Surely one of the most interesting aspects of Patrizi's philosophical works is his ongoing dedication to the study of sources in the history of philosophy as an essential part of his developing his own philosophical views. Not content merely to interpret the major sources such as Aristotle and Plato, nor even to limit himself to the “comparatio” tradition which sought to delineate the major differences between those two schools of thought, Patrizi used his linguistic, historical and humanistic skills to recover, study and make available a great many sources which he believed (rightly or wrongly) to have dated from the pre-Platonic and pre-Socratic period. He may thus be said to have exemplified an interest in two themes prevalent in other Renaissance authors – the notion of a “perennial philosophy” which reappears in different guises at different periods in the history of thought, and that of an “ancient theology” traceable back to pre-Hellenic civilizations (Schmitt 1966; Vasoli, 1981; Muccillo, 1996). His systematic collection of pre-Aristotelian sources as part of his attempt to determine the Stagirite's true place in the history of philosophy put valuable textual materials in the hands of future generations of scholars in a way that anticipated the modern collections of resources in the last two centuries.
Patrizi's concern with early sources was not strictly scholarly or historical, as can readily be seen by examining his works and the ways in which those texts were employed. An independent thinker, he was willing to consider as wide a range of views as possible on subjects of interest to him, whether they were scientific, philosophical, historical, or dealt with concrete problems in engineering or hydrology. And he made use of them in his own way, unwilling to adhere unquestioningly to the theories and practices of contemporaries who dealt with the same works in different ways. To cite a concrete example, Patrizi accepted the authenticity of the body of works attributed to the pseudo-Egyptian sage Hermes or Mercurius Trismegistus, as had Marsilio Ficino before him and many of his own contemporaries, such as Giordano Bruno (Yates 1964). He printed some Hermetic works and the Chaldaean Oracles attributed to Zoroaster (Patrizi 1593). It was, ironically, within Patrizi's own lifetime that serious textual and historical arguments would finally be put forward to undermine the authority of many of these spurious works, and his own commitment to the authenticity of the Hermetica can now be seen to have played a major role in leading some of his critics and defenders to single out and publicize some of the historical and textual grounds for rejecting them as spurious (Purnell 2002; Mulsow, ed. 2002).
But what is most interesting is that Patrizi did not employ these texts in the way that fanatical Hermeticists like Bruno did, who saw therein a justification for the practice of spiritual and demonic magic and a basis for undermining the authority of the Christian church as a “triumphant beast”, perverting the “true” religion of the ancient Egyptians. Instead, Patrizi found in those works themes which he felt would be echoed by “later” Greek authors such as Plato and his followers, adding additional support to their appeal. Yet it is clearly no coincidence that Patrizi's own difficulties with the Church over the Nova … Philosophia would occur while Bruno was languishing in prison in Rome prior to his execution in February 1600 and that Galileo Galilei and other innovative cosmologists would face similar confrontations with the Congregation of the Index and the Inquisition.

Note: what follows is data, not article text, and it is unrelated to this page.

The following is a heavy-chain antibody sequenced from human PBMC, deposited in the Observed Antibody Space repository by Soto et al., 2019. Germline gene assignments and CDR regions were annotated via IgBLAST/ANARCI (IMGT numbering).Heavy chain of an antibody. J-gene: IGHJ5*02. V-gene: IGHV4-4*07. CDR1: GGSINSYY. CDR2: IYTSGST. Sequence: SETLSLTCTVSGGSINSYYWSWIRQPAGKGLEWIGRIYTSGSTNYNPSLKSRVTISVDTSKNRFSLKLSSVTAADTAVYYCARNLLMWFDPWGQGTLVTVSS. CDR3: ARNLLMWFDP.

Given the “retrospective” character of the Renaissance in general, it is not surprising that what were believed to be the oldest texts to have survived from antiquity would enjoy the audience they did. Such works would have a profound effect on how the more familiar and “standard” philosophical and scientific sources were interpreted. And the coupling of critical historiographical and etymological skills as developed by Renaissance humanists with the philosophical and scientific interests of thinkers like Patrizi would usher in a new age of systematic analysis of the intellectual legacy of the ancient world.
One of the most intriguing aspects of Francesco Patrizi's heritage as a forebear of early modern science and philosophy is his ongoing attempt in his major works to incorporate a systematic account of the natural world within an overall methodological and metaphysical context, anticipating by doing so some of the defining characteristics of such thinkers as Galileo, Descartes and Leibniz. Perhaps nowhere is this more clearly displayed than in his later writings, especially the Pancosmia section of the Nova … Philosophia and in his discussion of mathematical and physical space (Brickman, tr. 1943; Vedrine, ed. 1996).
In the Pancosmia Patrizi is intent upon replacing the four Aristotelian elements with his own alternatives – space, light, heat and humidity. Space (spatium) is viewed as preferable to the Aristotelian conception of “place”, construed as the inner surface of the body surrounding any object. Patrizi elevates the notion of space to make it the first principle of the corporeal world. Space is construed as prior to all bodies, even light, and constitutes two distinct realms. Mundane space is finite in extent and contains the physical cosmos. It is surrounded in turn by an infinite external space empty of all bodies. The universe consists of three separate worlds: the “Empyrean”, an infinite space filled with light; the “Aetheric”, which contains all the stars and other heavenly bodies down to the Moon; and the “Elementary”, which embraces the sublunar realm. Patrizi holds that the stars and planets move freely through the aether, doing away with the fixed celestial spheres which had dominated cosmology from antiquity and had even been accepted by Copernicus.